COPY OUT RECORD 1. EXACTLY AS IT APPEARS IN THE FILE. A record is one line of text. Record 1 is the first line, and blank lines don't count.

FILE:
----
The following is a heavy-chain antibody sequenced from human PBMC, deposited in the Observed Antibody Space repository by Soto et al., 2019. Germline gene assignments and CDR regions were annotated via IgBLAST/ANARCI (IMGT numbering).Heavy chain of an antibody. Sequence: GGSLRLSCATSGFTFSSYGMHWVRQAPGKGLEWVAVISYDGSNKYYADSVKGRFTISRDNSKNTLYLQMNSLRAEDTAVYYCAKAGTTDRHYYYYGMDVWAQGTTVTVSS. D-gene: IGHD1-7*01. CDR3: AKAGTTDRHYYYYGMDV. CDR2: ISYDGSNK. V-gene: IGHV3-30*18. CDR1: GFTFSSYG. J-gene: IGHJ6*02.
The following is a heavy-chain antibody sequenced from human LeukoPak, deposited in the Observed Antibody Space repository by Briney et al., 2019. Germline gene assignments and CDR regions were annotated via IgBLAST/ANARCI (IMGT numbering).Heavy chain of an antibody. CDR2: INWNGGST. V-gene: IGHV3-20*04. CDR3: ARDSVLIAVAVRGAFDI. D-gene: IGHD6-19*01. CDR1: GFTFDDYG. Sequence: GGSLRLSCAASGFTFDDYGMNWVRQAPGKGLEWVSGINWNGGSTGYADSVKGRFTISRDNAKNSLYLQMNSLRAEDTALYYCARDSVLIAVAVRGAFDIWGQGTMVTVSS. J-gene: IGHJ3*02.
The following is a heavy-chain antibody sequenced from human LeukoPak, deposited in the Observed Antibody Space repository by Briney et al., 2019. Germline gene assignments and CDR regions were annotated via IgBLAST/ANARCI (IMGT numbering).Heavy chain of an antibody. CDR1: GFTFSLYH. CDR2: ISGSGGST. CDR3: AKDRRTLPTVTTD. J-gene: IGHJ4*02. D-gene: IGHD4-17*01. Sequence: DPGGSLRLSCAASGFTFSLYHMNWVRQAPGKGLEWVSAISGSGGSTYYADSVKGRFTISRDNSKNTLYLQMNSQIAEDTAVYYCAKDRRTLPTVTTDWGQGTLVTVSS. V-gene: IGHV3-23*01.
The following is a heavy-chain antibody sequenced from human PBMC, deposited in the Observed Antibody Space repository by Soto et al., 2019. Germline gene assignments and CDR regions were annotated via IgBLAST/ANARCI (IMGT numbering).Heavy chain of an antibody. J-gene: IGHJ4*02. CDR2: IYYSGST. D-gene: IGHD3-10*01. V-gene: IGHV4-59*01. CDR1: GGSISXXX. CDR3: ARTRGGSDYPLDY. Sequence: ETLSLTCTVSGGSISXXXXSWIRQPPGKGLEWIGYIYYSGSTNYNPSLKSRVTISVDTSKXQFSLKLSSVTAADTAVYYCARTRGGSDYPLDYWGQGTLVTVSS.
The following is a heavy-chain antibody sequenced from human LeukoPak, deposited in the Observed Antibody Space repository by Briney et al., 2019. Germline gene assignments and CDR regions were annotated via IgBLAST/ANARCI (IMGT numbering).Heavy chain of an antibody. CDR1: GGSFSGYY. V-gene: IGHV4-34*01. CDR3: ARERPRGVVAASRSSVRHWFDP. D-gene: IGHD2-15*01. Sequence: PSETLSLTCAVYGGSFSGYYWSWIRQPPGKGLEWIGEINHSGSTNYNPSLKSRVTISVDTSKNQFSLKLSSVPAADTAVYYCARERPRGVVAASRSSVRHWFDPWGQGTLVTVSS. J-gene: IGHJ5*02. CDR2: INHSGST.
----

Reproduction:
The following is a heavy-chain antibody sequenced from human PBMC, deposited in the Observed Antibody Space repository by Soto et al., 2019. Germline gene assignments and CDR regions were annotated via IgBLAST/ANARCI (IMGT numbering).Heavy chain of an antibody. Sequence: GGSLRLSCATSGFTFSSYGMHWVRQAPGKGLEWVAVISYDGSNKYYADSVKGRFTISRDNSKNTLYLQMNSLRAEDTAVYYCAKAGTTDRHYYYYGMDVWAQGTTVTVSS. D-gene: IGHD1-7*01. CDR3: AKAGTTDRHYYYYGMDV. CDR2: ISYDGSNK. V-gene: IGHV3-30*18. CDR1: GFTFSSYG. J-gene: IGHJ6*02.